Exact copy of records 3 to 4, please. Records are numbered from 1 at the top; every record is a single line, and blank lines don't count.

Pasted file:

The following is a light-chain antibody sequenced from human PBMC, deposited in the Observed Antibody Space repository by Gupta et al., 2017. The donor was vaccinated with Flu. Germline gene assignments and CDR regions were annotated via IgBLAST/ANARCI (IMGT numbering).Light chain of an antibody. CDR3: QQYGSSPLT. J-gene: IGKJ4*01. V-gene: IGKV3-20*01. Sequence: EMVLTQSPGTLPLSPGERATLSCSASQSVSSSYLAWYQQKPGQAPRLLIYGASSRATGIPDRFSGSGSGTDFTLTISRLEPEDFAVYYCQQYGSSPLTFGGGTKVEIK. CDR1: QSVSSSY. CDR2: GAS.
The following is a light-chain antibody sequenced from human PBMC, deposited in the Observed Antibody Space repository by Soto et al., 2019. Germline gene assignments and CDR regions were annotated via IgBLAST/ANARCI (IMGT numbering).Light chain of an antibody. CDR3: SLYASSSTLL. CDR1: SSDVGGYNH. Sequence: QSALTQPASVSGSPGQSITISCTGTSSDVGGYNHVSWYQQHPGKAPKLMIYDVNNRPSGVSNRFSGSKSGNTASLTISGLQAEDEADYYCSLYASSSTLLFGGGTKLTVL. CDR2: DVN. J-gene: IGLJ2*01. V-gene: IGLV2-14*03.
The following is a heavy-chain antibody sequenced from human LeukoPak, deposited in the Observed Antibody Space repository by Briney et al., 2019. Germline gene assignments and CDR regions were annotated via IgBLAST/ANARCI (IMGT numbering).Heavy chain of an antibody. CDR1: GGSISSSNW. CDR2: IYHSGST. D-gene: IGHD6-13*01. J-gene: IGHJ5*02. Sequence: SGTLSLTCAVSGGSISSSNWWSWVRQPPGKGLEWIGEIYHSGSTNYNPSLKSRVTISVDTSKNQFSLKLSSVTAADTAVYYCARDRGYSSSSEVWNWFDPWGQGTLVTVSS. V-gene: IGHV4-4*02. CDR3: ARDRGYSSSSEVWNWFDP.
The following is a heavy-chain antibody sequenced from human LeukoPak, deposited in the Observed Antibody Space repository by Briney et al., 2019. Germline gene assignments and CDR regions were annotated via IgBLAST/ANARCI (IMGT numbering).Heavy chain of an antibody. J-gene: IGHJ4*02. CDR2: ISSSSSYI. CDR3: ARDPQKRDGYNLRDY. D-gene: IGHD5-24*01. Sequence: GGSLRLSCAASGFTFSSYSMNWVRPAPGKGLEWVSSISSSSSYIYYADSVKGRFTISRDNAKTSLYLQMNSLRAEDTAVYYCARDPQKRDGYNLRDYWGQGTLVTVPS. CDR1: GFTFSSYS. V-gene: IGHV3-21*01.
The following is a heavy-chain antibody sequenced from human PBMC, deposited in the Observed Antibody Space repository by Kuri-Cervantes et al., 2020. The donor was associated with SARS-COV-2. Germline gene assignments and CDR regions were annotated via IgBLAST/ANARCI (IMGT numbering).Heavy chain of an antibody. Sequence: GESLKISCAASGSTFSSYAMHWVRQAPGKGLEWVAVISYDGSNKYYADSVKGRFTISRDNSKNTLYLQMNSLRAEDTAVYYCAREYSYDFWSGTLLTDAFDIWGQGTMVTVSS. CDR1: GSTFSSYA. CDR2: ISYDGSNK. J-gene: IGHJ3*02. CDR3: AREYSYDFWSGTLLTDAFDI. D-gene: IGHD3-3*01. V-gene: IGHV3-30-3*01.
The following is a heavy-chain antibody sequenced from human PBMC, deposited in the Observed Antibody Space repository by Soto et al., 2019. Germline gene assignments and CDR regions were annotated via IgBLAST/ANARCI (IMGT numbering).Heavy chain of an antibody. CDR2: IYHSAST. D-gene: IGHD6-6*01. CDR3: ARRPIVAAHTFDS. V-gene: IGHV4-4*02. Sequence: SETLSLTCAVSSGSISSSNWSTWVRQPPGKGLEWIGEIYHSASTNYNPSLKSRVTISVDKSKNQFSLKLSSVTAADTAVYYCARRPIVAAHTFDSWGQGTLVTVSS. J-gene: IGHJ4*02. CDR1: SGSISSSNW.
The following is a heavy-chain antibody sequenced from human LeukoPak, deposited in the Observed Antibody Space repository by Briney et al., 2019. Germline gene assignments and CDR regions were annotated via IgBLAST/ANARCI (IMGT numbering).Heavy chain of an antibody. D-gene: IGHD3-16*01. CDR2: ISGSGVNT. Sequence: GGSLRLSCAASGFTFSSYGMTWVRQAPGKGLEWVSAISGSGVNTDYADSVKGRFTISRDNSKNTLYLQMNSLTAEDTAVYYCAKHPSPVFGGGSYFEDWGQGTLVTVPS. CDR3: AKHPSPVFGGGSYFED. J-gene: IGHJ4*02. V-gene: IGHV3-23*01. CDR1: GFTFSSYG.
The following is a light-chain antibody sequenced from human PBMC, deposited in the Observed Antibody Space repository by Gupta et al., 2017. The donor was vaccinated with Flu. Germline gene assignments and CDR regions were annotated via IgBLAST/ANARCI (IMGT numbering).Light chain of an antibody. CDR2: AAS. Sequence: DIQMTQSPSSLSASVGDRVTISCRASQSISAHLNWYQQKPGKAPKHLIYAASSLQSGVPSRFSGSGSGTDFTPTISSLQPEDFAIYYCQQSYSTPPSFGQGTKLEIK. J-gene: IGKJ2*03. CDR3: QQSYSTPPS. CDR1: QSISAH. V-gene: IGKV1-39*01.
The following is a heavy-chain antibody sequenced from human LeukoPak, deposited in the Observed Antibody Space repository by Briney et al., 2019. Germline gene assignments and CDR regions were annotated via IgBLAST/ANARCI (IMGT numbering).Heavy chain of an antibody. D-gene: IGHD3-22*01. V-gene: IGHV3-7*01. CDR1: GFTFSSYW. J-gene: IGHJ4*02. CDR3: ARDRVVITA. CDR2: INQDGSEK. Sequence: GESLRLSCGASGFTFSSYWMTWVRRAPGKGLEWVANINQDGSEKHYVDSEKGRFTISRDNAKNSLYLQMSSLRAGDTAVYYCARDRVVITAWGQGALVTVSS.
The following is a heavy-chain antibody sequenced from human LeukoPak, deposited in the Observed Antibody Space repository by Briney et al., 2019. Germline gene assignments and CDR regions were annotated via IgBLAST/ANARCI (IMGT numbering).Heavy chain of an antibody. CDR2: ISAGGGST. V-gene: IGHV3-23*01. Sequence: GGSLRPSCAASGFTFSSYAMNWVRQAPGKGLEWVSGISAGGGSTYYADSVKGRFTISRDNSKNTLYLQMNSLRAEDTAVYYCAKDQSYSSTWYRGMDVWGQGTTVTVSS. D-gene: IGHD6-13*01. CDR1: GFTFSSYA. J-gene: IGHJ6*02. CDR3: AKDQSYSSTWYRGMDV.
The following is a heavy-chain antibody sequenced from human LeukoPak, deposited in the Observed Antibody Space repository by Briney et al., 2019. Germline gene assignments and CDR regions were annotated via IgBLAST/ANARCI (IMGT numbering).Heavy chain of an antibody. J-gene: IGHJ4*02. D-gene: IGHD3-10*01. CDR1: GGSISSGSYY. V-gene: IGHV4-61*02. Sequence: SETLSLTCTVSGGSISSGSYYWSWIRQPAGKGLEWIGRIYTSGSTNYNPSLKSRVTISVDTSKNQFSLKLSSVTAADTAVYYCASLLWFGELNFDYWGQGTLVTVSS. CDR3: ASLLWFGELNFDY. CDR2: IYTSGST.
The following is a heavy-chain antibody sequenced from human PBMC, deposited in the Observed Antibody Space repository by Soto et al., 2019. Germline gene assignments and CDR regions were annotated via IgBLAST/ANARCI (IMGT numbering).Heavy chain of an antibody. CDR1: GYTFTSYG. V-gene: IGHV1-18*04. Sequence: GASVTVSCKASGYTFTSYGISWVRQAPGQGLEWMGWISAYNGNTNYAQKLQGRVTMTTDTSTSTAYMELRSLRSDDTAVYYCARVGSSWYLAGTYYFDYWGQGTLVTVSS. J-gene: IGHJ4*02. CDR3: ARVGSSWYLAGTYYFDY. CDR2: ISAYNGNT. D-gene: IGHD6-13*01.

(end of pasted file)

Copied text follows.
The following is a heavy-chain antibody sequenced from human LeukoPak, deposited in the Observed Antibody Space repository by Briney et al., 2019. Germline gene assignments and CDR regions were annotated via IgBLAST/ANARCI (IMGT numbering).Heavy chain of an antibody. CDR1: GGSISSSNW. CDR2: IYHSGST. D-gene: IGHD6-13*01. J-gene: IGHJ5*02. Sequence: SGTLSLTCAVSGGSISSSNWWSWVRQPPGKGLEWIGEIYHSGSTNYNPSLKSRVTISVDTSKNQFSLKLSSVTAADTAVYYCARDRGYSSSSEVWNWFDPWGQGTLVTVSS. V-gene: IGHV4-4*02. CDR3: ARDRGYSSSSEVWNWFDP.
The following is a heavy-chain antibody sequenced from human LeukoPak, deposited in the Observed Antibody Space repository by Briney et al., 2019. Germline gene assignments and CDR regions were annotated via IgBLAST/ANARCI (IMGT numbering).Heavy chain of an antibody. J-gene: IGHJ4*02. CDR2: ISSSSSYI. CDR3: ARDPQKRDGYNLRDY. D-gene: IGHD5-24*01. Sequence: GGSLRLSCAASGFTFSSYSMNWVRPAPGKGLEWVSSISSSSSYIYYADSVKGRFTISRDNAKTSLYLQMNSLRAEDTAVYYCARDPQKRDGYNLRDYWGQGTLVTVPS. CDR1: GFTFSSYS. V-gene: IGHV3-21*01.